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Books by James Howard Kunstler

Too Much Magic
Manhattan Gothic
A Christmas Orphan
The Witch of Hebron
World Made by Hand
The Long Emergency
The City In Mind
Home From Nowhere
The Geography of Nowhere
Maggie Darling
Other books...


Order Manhattan GothicJames Howard Kunstler's charming tale takes us back to an age when New York City was a natural playground for a little boy and his own, personal vampire hero -- a time when it seemed possible that all of our dreams could come true.

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The nationally best-selling author of "The Long Emergency" expands on his alarming argument that our oil-addicted, technology-dependent society is on the brink of collapse—that the long emergency has already begun. Published by the Atlantic Monthly Press in July 2012. (Read more.)

"Followers of Kunstler's writings and attendees of his many lecture appearances will recognize the take-no-prisoners style, the harsh invective directed at familiar targets—cars, planes, skyscrapers, Wall Street, suburbia—and the pleas on behalf of walkable cities, trains and farms built to human scale. The added feature here is the scorn he directs at those who refuse to recognize the severity and dimensions of the crisis he describes."

Kirkus Review,
May 15, 2012

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Order A Christmas OrphanThis wonderful story of youth, misunderstanding, adventure and love is the perfect parable for the holiday season.

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Nothshire Bookstore
www.northshire.com

 

 

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Order The Witch of HebronA novel of America's post-oil future.

"In the sequel to his bestselling World Made by Hand, Kunstler delivers another grim and suspenseful novel set in a post-oil world without electricity, Internet, or national order."

-- Publishers Weekly

TheWitchofHebron.com

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Order World Made By HandA novel of America's post-oil future.

"A poignant, provocatively convincing novel"

-- Alan Weisman
The World Without Us

WorldMadeByHand.com

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The global oil predicament, climate change, and other shocks to the system, with implications for how we will live in the decades ahead. Published by the Atlantic Monthly Press in April 2005. Paperback coming in April 2006.

"What sets The Long Emergency apart from numerous other books on this theme is its comprehensive sweep—its powerful integration of science, technology, economics, finance, international politics and social change—along with a fascinating attempt to peer into a chaotic future. And Kunstler is such a compelling, fast-paced and sometimes eloquent writer that the book is hard to put down.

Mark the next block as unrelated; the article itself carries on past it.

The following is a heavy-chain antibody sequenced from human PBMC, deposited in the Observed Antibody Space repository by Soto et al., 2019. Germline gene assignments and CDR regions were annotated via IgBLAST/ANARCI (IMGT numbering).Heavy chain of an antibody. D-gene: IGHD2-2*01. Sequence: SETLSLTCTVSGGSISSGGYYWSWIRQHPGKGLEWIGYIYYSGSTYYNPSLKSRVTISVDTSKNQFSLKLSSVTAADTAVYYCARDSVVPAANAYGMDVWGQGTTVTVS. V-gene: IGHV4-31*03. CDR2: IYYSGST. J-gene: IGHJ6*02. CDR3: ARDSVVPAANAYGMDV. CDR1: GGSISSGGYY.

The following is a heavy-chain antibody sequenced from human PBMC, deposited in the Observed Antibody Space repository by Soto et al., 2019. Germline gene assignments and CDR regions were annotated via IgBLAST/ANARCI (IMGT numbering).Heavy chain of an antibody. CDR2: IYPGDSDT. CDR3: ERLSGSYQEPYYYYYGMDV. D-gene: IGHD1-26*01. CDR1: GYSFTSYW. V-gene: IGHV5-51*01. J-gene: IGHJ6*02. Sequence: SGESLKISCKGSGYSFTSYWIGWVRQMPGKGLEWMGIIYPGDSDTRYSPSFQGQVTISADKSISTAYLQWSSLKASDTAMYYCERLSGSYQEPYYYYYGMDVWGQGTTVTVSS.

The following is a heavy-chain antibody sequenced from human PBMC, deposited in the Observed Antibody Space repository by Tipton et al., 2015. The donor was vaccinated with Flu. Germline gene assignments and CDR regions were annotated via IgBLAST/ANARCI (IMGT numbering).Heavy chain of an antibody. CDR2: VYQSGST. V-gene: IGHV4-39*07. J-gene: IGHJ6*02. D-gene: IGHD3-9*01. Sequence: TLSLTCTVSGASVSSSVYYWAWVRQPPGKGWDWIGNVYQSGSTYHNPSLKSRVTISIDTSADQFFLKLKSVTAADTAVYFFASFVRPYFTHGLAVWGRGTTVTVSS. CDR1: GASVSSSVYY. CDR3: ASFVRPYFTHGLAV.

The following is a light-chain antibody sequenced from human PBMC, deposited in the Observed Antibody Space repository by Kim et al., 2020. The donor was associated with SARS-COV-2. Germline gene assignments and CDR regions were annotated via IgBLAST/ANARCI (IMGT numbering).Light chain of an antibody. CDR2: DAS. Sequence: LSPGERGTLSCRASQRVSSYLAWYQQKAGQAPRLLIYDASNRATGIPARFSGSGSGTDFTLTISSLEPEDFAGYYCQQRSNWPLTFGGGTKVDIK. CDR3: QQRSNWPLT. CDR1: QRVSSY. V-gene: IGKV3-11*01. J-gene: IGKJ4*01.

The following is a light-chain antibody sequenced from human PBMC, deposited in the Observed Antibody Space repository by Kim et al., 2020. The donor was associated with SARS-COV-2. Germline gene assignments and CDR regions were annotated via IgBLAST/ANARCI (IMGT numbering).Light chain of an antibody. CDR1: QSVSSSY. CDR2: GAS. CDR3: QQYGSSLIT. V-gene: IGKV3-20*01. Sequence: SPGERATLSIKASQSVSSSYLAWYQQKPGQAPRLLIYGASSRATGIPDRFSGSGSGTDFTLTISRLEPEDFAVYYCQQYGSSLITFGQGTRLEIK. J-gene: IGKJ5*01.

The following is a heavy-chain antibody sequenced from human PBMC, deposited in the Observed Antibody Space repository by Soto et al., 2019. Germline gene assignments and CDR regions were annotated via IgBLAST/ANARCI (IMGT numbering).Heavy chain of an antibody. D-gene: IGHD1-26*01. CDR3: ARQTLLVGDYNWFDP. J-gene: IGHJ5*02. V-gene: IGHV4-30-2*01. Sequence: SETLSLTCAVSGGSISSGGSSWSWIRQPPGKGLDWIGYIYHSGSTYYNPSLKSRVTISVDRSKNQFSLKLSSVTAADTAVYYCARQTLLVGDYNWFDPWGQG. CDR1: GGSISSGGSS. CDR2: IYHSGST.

--David Ehrenfeld
The American Scientist

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An anthology composed for your reading pleasure.  Louis-Napoleon's renovation of Paris; the fiascos of contemporary Atlanta and Las Vegas; Berlin's travails in the 20th century; Cortes Versus the Aztecs in Tenochtitlan; In search of the classical in Rome; and more.  Published January 2002.


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Home From Nowhere explores the growing movement across America to restore the physical dwelling place of our civilization. It offers real hope for a nation yearning to live in authentic places worth caring about.

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The Geography of Nowhere, my first non-fiction book on the tragic sprawlscape of cartoon architecture, junked cities, and ravaged countryside where we live and work. I argued that the mess we've made of our everyday environment was not merely the symptom of a troubled culture, but one of the primary causes of our troubles. "We created a landscape of scary places, and we became a nation of scary people."

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Maggie Darling, A Modern romance. This was my 'Martha Stewart' novel, a lot of fun to write. Set in Connecticut, New York City, and Vermont, the story follows the romantic misadventures of a media goddess celebrated for her domestic skills. It begins at a Christmas Eve party among the wealthy and celebrateded, and ends in a Hartford crack house. It didn't get a very fair shake from the reviewers who (naturally) failed to notice that it was funny. One of my personal favorites.

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Other Books by JHK